The Unified Government of Wyandotte County and Kansas City, Kansas, approved $162,000 of funding for a conviction integrity unit, $155,000 of which will go toward the salaries of the unit's three staff members.
The unit will be responsible for investigating alleged wrongful conviction cases, a task which previously fell on the district attorney's desk.
"Typically, we've given these cases to assistant district attorneys, who are already working on other cases. Then those cases are put on the back burner, and it takes years at a time for these to be solved," Wyandotte County District Attorney Mark Dupree said.
With a dedicated unit, Dupree said he will be able to make sure cases are properly vetted at the outset and then properly investigated.
"When you have the wrong person in custody, the right person, who committed the crime, is still committing harm in our community," Dupree said.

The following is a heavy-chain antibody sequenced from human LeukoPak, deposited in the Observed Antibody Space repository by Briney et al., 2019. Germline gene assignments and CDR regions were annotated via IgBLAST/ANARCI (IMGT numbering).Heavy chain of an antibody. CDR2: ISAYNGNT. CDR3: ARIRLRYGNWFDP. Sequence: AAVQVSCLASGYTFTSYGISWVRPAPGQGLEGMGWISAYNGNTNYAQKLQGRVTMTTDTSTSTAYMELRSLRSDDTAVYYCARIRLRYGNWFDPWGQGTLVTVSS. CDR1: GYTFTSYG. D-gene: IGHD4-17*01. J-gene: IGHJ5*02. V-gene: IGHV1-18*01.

Additionally, Dupree announced Friday that going forward, the Kansas Bureau of Investigations will be brought on to investigate incidents in which a police officer kills a civilian or suspect. Should the district attorney's office come under any accusation, Dupree said another agency will prosecute.
"These types of investigations must be done dispassionately and incidents must be examined objectively," he said.
He said the public confidence is important and that now is the right time to buckle down.
Dupree first announced his interest in establishing a conviction integrity unit in November, after he agreed to drop charges against Lamonte McIntyre, a Kansas City, Kansas, man who was freed from prison after serving 23 years for a double murder he didn't commit.
Since he assumed the position in January 2017, Dupree has emphasized his interest in restoring the faith of the community in law enforcement and the criminal justice system.
Civil rights activist Alvin Sykes, president of the Emmett Till Justice Campaign, said he's been pleased to see Dupree living up to that promise since he took office.
"This is the example," Sykes said. "We have a good district attorney, who happens to be black, who happens to know this community and will be fair."
Dupree said he's identified 19 cases in need of closer inspection. He expects the unit to begin its work in November.